Define your Framework

Friday, November 03, 2023

Google Cybersecurity Action Team Threat Horizons Report #8 Is Out! [Medium Backup]

 This is my completely informal, uncertified, unreviewed and otherwise completely unofficial blog inspired by my reading of our eighth Threat Horizons Report (full version) that we just released (the official blog for #1 report, my unofficial blogs for #2, #3, #4, #5, #6 and #7).

My favorite quotes from the report follow below:

  • “The cloud compromise factors and outcomes observed in Q2 2023 were largely similar to previous quarters and consistent with the last 12 months of reporting. […] weak credentials continue to represent the largest compromise factor where many observed instances were a result of attackers brute forcing default accounts, Secure Shell (SSH), and the Remote Desktop Protocol (RDP)” [A.C. — as usual, shocking but not surprising. Perhaps the surprise is that it is NOT changing over 2–3 years of ‘clouding’…]
src: TH8 report
  • Here is the data averaged over a few reports — the data is actually fairly stable over time, sad though it may be.
src: TH8 report
  • “In the Q2 2022 Threat Horizons Report, we highlight that a disproportionate percentage of attackers opportunistically use coin mining across Cloud products and alter their tactics to evade discovery. This is consistent with this quarter’s findings, as this is the most observed outcome from compromises.” [A.C. -another ‘resilient’ finding, most cloud attackers just cryptomine]
src: TH8 report
  • … and the data averaged over time:
src: TH8 report
  • “This quarter our teams observed a 8.5% increase in vulnerable software compromises led primarily by PostgreSQL being the most exploited.” [A.C. — an interesting choice, perhaps some of the instances got ransomed too? Also, I sense this is related to credentials above…]
  • “SaaS providers were also targeted earlier in the year by suspected financially-motivated DPRK actors in order to gain access to downstream victims.” [A.C. — this is interesting, SaaS as a stepping stone! Is SaaS — likely SaaS credentials, frankly, your weakest link?]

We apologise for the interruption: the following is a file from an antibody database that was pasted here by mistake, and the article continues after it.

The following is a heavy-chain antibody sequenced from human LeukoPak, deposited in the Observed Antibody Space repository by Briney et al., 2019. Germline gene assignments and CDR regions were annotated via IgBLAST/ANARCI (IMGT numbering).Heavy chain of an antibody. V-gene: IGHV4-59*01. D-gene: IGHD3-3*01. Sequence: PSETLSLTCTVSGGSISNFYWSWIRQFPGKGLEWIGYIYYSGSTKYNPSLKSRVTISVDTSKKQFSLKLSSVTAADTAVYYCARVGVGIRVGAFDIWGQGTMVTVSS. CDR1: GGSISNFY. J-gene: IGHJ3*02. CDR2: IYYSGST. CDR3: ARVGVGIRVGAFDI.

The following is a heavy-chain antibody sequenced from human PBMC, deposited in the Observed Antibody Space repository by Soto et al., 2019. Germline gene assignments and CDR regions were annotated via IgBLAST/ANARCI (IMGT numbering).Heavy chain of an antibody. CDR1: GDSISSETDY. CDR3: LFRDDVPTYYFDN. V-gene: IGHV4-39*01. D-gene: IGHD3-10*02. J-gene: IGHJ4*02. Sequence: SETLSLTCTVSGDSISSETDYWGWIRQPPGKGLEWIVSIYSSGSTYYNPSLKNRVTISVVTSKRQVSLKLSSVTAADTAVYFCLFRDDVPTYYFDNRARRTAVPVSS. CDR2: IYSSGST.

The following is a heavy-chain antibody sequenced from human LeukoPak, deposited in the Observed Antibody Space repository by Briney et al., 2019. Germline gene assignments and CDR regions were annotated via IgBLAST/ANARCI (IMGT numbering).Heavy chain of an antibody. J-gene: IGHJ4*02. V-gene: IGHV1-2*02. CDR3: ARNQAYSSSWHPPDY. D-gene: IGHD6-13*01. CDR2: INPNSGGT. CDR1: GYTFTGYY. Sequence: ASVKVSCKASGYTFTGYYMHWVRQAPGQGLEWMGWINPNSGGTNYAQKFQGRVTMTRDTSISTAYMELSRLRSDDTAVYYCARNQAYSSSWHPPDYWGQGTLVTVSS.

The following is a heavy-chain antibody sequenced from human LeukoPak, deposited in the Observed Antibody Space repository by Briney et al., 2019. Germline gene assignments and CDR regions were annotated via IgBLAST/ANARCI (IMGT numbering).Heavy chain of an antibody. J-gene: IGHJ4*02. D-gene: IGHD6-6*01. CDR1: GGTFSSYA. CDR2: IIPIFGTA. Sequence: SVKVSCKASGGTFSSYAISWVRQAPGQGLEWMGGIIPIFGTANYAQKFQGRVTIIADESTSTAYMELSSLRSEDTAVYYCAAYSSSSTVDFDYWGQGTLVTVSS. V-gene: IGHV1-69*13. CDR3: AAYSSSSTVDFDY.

• Finally, here is some interesting data focused on healthcare cloud compromises
src: TH8 report

Now, go and read the report!

Related posts:

ORIGINAL LOCATION: Anton on Security

Frameworks for DE-Friendly CTI (Part 5) [Medium Backup]

 This blog series was written jointly with Amine Besson, Principal Cyber Engineer, Behemoth CyberDefence and one more anonymous collaborator.

In this blog (#5 in the series), we will build a quick “framework-lite” for making CTI to DE flows better.

Let’s review three organizational models of integrating an existing threat intelligence (CTI) team with the detection engineering function for optimum detection work.

Operating Model 1: CTI Feeds SOC / Detection Engineering

Some organizations have a clearly defined and separate CTI team, which supplies information to different teams, functions and recipients. Detection engineering (DE), whether inside or outside the SOC (here, specifically this point may not matter), is just one of the recipients.

When there are organizational reasons why this setup cannot be radically changed, you should define a concrete interface: requirements, expectations, procedures for threat sharing (including rush or priority ones), artifacts sharing, cadence and some other common processes.

CTI Feeds SOC / DE

Ultimately, this is the setup that is most affected by all the classic “silo” problems, “us vs them”, finger pointing, cross-blaming, etc. It can work, and it has worked for people, but it sure isn’t the best.

Operating Model 2: CTI Feeds Mini-CTI Inside SOC / DE

A more effective approach is to embed a CTI analyst(s) into the Detection Engineering team. Working shoulder-to-shoulder allows shorter turnaround times and a better understanding of processes on both ends, while keeping the CTI team separate and able to serve other stakeholders.

CTI Feeds Mini-CTI Inside DE

In other regards, this is similar to model 1, but it likely will work better for most organizations (well, most orgs mature enough to understand all this stuff and who have the actual SOC, TI, etc teams)

Operating Model 3 : CTI — DE Peer Team Model

An even better way is what some call a Cyber Fusion Center (because, clearly, we don’t have enough “cyber” in our lives and we miss the cold fusion idea…), which has been a term recently popularized by MSSPs/MDRs and some threat intelligence vendors. To us, this is a model of peer teams that work together for common mission.